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What shows up on a 12 panel drug test?

A 12 panel drug test is a urine screen that looks for 12 of the most commonly abused substances. It provides more comprehensive results than a 5 or 10 panel drug test and is commonly used for employment screening and probation monitoring.

What Drugs Are Tested For In A 12 Panel Test?

A standard 12 panel drug test looks for the following substances:

  • Amphetamines – amphetamine, methamphetamine
  • Barbiturates – amobarbital, butalbital, pentobarbital, phenobarbital, secobarbital
  • Benzodiazepines – alprazolam, clonazepam, diazepam, lorazepam, midazolam, triazolam
  • Cocaine
  • Marijuana
  • Methadone
  • Methaqualone
  • Opiates – codeine, heroin, morphine
  • Phencyclidine (PCP)
  • Propoxyphene
  • MDMA (Ecstasy)
  • Oxycodone

How Long Do Drugs Show Up On A 12 Panel Test?

How long a drug remains detectable in urine depends on several factors including the frequency of use, metabolism, dosage, and body mass. Here is a general overview of detection times for the substances tested in a 12 panel drug screen:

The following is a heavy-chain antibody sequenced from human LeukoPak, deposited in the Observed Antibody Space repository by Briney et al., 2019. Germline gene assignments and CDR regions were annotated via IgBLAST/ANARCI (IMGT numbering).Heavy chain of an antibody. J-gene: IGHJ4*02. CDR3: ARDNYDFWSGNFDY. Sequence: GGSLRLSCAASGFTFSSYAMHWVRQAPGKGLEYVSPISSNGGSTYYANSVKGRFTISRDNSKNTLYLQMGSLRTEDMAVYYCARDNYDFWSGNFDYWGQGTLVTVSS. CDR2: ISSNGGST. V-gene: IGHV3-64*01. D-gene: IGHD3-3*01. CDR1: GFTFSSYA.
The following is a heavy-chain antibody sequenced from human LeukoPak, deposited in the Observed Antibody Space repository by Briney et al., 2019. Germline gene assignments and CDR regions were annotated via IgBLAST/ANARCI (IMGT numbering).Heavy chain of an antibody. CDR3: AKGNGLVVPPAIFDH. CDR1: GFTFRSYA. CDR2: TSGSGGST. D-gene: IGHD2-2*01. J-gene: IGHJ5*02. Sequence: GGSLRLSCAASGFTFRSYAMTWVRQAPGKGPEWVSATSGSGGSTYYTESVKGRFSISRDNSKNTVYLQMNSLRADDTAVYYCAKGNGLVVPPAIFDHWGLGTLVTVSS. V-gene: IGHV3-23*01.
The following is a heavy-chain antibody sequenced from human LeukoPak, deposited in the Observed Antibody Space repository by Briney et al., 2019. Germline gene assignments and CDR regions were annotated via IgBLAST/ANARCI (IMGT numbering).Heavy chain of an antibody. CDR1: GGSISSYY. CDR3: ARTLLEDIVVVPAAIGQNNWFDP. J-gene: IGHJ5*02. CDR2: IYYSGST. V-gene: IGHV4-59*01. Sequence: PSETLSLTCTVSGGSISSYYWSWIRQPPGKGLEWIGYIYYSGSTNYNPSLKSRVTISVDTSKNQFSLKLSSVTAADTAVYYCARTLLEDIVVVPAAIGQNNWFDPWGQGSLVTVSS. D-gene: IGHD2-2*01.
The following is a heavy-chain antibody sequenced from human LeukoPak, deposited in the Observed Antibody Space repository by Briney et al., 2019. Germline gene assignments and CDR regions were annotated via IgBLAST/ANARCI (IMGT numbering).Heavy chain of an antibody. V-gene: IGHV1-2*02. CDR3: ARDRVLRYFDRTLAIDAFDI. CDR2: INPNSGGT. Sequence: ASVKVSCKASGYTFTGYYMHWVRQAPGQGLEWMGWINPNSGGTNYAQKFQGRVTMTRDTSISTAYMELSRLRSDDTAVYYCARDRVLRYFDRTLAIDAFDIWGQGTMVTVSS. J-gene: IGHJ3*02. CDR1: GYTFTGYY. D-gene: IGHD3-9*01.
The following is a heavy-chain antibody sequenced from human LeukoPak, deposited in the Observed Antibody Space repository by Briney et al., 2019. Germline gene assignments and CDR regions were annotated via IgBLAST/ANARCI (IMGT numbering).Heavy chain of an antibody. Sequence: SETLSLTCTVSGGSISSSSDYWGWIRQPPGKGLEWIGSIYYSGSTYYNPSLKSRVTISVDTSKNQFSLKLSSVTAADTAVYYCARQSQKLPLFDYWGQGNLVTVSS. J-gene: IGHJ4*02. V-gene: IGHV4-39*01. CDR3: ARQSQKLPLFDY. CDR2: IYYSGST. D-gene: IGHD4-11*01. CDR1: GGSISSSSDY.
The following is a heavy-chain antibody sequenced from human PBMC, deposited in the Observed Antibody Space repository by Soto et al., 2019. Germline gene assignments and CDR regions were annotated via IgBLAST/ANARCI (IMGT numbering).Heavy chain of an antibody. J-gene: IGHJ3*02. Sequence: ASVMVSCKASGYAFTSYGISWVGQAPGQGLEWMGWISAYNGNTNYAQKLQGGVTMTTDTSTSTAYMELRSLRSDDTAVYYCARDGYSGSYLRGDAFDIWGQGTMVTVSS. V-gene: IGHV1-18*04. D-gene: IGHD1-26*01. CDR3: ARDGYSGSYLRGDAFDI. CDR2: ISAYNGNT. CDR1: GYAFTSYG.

Amphetamine: 1-2 days
Methamphetamine: 2-4 days

Amphetamines are metabolized quickly, so are generally only detectable for 1-4 days after last use. However, heavy or chronic use can extend detection times.


Short-acting (e.g. secobarbital): 1 day
Intermediate-acting (e.g. amobarbital): 2-3 days
Long-acting (e.g. phenobarbital): 2-3 weeks

Barbiturates have varying detection times depending on how quickly they are metabolized. Shorter-acting ones clear in 1-3 days while long-acting can be detectable for 2-3 weeks.


Alprazolam: 3 days
Clonazepam: 2-4 days
Diazepam: 4 days
Lorazepam: 4 days

Most benzodiazepines remain detectable for 1-4 days after last dose. Diazepam and lorazepam tend to stay in the system slightly longer. Chronic use can extend detection times.


2-4 days

Cocaine and its metabolites are generally detectable for 2-4 days after use. Detection time can increase with heavy, repeated use.


Casual use: 3 days
Moderate use: 5-7 days
Heavy use: 10-15 days
Chronic use: 30+ days

Marijuana has an extended detection window because THC is fat soluble and accumulates in body tissues. For infrequent users, it can be detected for up to 3 days. In heavy users, it may be detectable for over a month after last use.